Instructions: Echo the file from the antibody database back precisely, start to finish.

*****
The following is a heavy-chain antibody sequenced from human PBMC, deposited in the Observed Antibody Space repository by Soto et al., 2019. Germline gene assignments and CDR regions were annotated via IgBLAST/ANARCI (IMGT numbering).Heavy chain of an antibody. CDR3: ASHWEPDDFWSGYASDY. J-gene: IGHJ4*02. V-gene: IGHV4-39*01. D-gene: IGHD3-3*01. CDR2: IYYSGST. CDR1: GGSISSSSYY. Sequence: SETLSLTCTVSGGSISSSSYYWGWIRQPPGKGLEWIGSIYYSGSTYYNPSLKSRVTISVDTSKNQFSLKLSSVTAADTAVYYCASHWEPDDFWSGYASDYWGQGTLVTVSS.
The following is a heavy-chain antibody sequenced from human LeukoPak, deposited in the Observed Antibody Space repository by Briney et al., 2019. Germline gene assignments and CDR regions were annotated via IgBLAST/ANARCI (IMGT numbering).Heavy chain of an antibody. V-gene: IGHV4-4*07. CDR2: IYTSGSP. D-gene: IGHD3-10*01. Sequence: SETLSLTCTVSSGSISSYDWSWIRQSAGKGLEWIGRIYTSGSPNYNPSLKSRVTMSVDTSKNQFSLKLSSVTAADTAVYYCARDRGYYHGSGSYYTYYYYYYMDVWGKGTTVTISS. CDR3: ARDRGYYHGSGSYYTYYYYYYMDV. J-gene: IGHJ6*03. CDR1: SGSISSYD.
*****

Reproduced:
The following is a heavy-chain antibody sequenced from human PBMC, deposited in the Observed Antibody Space repository by Soto et al., 2019. Germline gene assignments and CDR regions were annotated via IgBLAST/ANARCI (IMGT numbering).Heavy chain of an antibody. CDR3: ASHWEPDDFWSGYASDY. J-gene: IGHJ4*02. V-gene: IGHV4-39*01. D-gene: IGHD3-3*01. CDR2: IYYSGST. CDR1: GGSISSSSYY. Sequence: SETLSLTCTVSGGSISSSSYYWGWIRQPPGKGLEWIGSIYYSGSTYYNPSLKSRVTISVDTSKNQFSLKLSSVTAADTAVYYCASHWEPDDFWSGYASDYWGQGTLVTVSS.
The following is a heavy-chain antibody sequenced from human LeukoPak, deposited in the Observed Antibody Space repository by Briney et al., 2019. Germline gene assignments and CDR regions were annotated via IgBLAST/ANARCI (IMGT numbering).Heavy chain of an antibody. V-gene: IGHV4-4*07. CDR2: IYTSGSP. D-gene: IGHD3-10*01. Sequence: SETLSLTCTVSSGSISSYDWSWIRQSAGKGLEWIGRIYTSGSPNYNPSLKSRVTMSVDTSKNQFSLKLSSVTAADTAVYYCARDRGYYHGSGSYYTYYYYYYMDVWGKGTTVTISS. CDR3: ARDRGYYHGSGSYYTYYYYYYMDV. J-gene: IGHJ6*03. CDR1: SGSISSYD.